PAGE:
Between 2010 and 2015, the Green Party went from being an afterthought in British politics to an established member of the second tier of Britain’s party system. Although their 2015 election result disappointed many, the “Green Surge“ in membership from late 2014 onwards turned them into the third largest party in England and Wales. Monica Poletti and James Dennison explain the surge did not alter the party’s ideological composition but instead reinforced earlier movements to the left. The Green Surge also created a more balanced membership profile in terms of gender, education and social class. But while most of the party’s members voted for the Greens, one in five of these “surgers” did not, raising questions as to the durability of their membership.
In just seven months, between October 2014 and May 2015, the Green Party’s membership increased from less than 20,000 to over 60,000. The growth is interesting not only because membership figures of all British parties had until then been in decline for decades, but also because a near overnight trebling of any party’s membership would be expected to radically change the profile of its average member. Indeed, many commentators spoke at the time of a shift in the Greens from an environmentalist stance to a leftist or even populist positioning.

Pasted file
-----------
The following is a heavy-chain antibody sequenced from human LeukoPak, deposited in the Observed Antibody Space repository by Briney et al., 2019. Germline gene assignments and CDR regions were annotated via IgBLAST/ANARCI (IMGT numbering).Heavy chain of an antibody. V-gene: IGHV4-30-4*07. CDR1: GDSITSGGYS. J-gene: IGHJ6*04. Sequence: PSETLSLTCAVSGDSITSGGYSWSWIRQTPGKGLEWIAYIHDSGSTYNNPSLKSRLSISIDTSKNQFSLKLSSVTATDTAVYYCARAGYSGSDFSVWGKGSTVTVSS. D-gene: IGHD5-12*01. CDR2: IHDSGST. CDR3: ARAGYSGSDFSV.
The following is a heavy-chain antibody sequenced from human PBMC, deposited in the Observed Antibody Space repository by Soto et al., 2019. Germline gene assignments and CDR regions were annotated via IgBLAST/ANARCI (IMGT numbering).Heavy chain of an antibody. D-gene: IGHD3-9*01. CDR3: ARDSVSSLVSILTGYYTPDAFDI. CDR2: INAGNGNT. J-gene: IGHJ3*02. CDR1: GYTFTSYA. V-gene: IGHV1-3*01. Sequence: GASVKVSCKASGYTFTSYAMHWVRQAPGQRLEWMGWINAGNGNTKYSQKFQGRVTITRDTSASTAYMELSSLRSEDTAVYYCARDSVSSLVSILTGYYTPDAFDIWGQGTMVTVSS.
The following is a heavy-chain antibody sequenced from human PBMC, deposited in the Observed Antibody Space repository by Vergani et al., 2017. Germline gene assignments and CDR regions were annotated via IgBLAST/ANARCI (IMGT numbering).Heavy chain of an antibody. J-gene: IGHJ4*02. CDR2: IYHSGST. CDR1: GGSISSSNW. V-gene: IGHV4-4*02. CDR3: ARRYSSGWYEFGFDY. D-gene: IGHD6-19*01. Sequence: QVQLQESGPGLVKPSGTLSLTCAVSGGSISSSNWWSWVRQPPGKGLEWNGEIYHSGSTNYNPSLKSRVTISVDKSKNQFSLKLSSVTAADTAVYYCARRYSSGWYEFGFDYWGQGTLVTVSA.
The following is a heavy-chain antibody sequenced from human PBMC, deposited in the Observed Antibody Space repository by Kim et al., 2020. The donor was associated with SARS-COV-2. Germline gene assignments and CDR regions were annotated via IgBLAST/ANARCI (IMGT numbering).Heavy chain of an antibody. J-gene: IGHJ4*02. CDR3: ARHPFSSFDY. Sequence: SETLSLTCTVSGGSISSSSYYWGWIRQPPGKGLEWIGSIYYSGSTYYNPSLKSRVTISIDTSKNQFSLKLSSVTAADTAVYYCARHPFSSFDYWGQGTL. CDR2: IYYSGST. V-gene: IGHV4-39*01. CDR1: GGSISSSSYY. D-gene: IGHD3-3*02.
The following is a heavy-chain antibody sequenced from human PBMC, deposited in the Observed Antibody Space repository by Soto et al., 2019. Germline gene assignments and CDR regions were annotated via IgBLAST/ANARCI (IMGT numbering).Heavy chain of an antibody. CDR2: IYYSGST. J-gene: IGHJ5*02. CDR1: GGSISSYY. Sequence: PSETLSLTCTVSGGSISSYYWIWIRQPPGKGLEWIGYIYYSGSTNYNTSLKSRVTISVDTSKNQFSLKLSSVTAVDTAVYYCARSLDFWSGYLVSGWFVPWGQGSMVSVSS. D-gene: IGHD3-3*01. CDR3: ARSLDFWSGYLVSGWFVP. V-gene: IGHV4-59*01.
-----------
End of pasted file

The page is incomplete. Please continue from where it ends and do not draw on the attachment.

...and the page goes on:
Here, we explore if and how the Green Party’s membership was transformed by the Green Surge using data from the ESRC Party Members Project (PMP). Based on 845 Green members surveyed shortly after the 2015 general election, we divide these into three cohorts based on date of joining: before 2010 (12 per cent of those surveyed), between 2010-2013 (15 per cent) and the Green Surge period of 2014-2015 (73 per cent).